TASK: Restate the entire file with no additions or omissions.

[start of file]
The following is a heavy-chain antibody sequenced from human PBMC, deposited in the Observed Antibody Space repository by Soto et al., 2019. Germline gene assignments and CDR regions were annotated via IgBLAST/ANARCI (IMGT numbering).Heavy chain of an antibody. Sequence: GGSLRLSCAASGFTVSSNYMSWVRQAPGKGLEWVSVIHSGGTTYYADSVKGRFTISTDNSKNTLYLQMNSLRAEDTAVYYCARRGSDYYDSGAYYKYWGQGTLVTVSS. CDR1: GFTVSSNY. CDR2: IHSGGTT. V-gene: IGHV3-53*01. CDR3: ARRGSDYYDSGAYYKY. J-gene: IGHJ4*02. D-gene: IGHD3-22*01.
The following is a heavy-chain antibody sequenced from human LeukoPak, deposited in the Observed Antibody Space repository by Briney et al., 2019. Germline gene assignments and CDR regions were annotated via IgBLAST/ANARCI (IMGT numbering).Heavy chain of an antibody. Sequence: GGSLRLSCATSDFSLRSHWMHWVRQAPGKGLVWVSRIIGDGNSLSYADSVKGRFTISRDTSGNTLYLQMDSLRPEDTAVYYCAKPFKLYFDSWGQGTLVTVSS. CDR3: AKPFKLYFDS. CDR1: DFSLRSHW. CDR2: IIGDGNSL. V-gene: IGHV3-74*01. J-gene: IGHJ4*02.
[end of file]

The following is a heavy-chain antibody sequenced from human PBMC, deposited in the Observed Antibody Space repository by Soto et al., 2019. Germline gene assignments and CDR regions were annotated via IgBLAST/ANARCI (IMGT numbering).Heavy chain of an antibody. Sequence: GGSLRLSCAASGFTVSSNYMSWVRQAPGKGLEWVSVIHSGGTTYYADSVKGRFTISTDNSKNTLYLQMNSLRAEDTAVYYCARRGSDYYDSGAYYKYWGQGTLVTVSS. CDR1: GFTVSSNY. CDR2: IHSGGTT. V-gene: IGHV3-53*01. CDR3: ARRGSDYYDSGAYYKY. J-gene: IGHJ4*02. D-gene: IGHD3-22*01.
The following is a heavy-chain antibody sequenced from human LeukoPak, deposited in the Observed Antibody Space repository by Briney et al., 2019. Germline gene assignments and CDR regions were annotated via IgBLAST/ANARCI (IMGT numbering).Heavy chain of an antibody. Sequence: GGSLRLSCATSDFSLRSHWMHWVRQAPGKGLVWVSRIIGDGNSLSYADSVKGRFTISRDTSGNTLYLQMDSLRPEDTAVYYCAKPFKLYFDSWGQGTLVTVSS. CDR3: AKPFKLYFDS. CDR1: DFSLRSHW. CDR2: IIGDGNSL. V-gene: IGHV3-74*01. J-gene: IGHJ4*02.